Life goes on, even amidst the chaos of moving. Back in April I gave up caffeine. On May 28, I started a diet in an effort to lose weight again. For this effort, I followed the same plan that worked so well for me the first time I tried to lose weight: I limited myself to 1,600 calories a day. I took lessons I’ve learned from my first (and second) attempts at this and it seemed to be working, but I couldn’t be sure. That’s because of the move.
The fancy digital scale I’d bought a while back was packed away. I had not other means of measuring my weight to see if the diet was, in fact, working. Over the weekend, while unpacking some boxes, I located the scale–and the batteries were dead. The AAA batteries we had were packed away in other box, and I had no idea where that box was located, so off I went to the store for some AAA batteries.
But the batteries (and the scale, for that matter) failed me. Something within the scale’s digital mechanism had given up the ghost. No matter how many fresh AAA batteries I tried, the scale would not work. I decided I had to get another scale. I further decided that this one would be purely mechanical.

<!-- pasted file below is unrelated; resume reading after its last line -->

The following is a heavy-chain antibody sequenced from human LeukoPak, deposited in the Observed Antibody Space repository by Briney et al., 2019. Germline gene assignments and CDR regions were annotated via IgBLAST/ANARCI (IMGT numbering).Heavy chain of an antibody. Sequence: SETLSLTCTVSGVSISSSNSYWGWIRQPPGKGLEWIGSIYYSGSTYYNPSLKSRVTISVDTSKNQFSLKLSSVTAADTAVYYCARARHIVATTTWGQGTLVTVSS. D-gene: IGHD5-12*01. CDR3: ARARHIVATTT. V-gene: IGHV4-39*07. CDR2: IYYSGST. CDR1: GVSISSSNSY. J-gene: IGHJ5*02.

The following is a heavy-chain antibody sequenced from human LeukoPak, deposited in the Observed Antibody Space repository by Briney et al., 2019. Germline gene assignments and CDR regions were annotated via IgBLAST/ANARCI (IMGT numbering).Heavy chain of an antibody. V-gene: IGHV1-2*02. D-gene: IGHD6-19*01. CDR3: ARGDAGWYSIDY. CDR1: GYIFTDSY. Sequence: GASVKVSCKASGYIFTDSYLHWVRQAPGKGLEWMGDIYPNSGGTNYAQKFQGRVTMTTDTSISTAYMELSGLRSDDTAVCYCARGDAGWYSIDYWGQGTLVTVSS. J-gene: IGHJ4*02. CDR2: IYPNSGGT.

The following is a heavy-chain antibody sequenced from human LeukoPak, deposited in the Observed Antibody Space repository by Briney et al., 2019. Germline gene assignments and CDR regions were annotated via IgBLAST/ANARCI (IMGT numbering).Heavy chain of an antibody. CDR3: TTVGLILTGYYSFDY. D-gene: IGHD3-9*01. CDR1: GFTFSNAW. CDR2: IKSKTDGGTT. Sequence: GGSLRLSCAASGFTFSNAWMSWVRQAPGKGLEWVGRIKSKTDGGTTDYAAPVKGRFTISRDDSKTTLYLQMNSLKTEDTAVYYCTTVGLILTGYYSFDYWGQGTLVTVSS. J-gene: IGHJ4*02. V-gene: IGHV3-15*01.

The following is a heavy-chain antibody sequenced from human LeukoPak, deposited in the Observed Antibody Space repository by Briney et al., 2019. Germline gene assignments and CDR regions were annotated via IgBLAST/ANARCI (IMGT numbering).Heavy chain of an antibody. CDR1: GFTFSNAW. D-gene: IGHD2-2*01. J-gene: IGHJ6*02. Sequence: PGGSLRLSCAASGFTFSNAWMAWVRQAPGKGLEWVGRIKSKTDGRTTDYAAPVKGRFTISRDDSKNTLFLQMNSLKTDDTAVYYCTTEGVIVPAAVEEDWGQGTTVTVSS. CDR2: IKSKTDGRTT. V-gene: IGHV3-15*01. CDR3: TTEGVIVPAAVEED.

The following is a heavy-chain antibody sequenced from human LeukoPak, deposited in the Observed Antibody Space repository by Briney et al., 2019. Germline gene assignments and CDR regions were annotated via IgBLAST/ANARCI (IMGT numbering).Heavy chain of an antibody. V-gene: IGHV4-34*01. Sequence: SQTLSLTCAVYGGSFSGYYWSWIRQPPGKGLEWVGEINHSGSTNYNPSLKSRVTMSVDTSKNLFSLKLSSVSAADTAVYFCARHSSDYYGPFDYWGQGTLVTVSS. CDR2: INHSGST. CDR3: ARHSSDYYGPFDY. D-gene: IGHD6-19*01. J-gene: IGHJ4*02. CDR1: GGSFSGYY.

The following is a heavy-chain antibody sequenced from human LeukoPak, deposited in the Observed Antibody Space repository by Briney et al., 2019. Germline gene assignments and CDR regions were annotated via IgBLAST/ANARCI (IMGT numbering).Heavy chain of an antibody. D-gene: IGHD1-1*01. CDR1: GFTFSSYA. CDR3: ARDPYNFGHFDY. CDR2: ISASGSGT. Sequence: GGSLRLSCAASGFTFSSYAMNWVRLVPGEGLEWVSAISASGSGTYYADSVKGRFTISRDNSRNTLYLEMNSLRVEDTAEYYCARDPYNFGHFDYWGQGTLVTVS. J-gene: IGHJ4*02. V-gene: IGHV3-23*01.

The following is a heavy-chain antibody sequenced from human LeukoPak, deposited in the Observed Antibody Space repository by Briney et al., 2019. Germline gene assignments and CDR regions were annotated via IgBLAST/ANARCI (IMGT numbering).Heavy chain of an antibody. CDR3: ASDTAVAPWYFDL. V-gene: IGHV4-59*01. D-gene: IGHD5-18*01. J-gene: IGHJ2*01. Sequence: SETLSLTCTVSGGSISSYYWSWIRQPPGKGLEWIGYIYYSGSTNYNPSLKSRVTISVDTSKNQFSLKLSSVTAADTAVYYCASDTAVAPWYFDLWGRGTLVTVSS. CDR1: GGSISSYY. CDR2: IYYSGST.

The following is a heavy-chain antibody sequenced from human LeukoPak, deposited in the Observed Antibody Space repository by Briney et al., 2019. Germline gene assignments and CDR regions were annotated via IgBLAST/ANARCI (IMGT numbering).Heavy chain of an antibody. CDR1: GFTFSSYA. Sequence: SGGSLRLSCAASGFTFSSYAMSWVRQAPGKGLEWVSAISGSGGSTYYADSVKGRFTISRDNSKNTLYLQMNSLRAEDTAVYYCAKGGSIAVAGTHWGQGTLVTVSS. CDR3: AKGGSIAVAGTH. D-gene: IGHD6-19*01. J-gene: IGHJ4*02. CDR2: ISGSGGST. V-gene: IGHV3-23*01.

In the meantime, life went on. We unpacked. I worked. We attended soccer games, and end-of-year school picnics. Each time I ate or drank something, I diligently wrote it down in one of the Field Notes notebooks I carry around with me. I felt like I was making progress, but I couldn’t know for sure, not without a scale to tell me one way or the other.
Then I had to go into the office for a training session. I mostly work from home these days, but I headed into the office. As I passed through the office toward the desk I’d reserved, someone I hadn’t seen in a while, said hello, and then, tilted their head, raised and eye brow, and said, “Did you lose weight?”
A sample size of one is no indication that the diet is working, not in absence of physical measurement. But when I arrived at the training session, the person leading the training, who I also hadn’t seen in a while also asked me if I’d lost weight.
Two people, in completely separate circumstances, asking me if I lost weight was promising, especially in absence of a scale. I started to hope for three, but didn’t want to press my luck.
This did get me thinking that perhaps I don’t need a scale after all. Perhaps the best way to know if my diet is working is not to worry so much about the daily measurements. Instead, I’ll just occasionally visit with people I don’t see on a regular basis, and wait for some comment. The frequency of such comments are probably just as good as any scale’s measurement might provide. And more rewarding, too.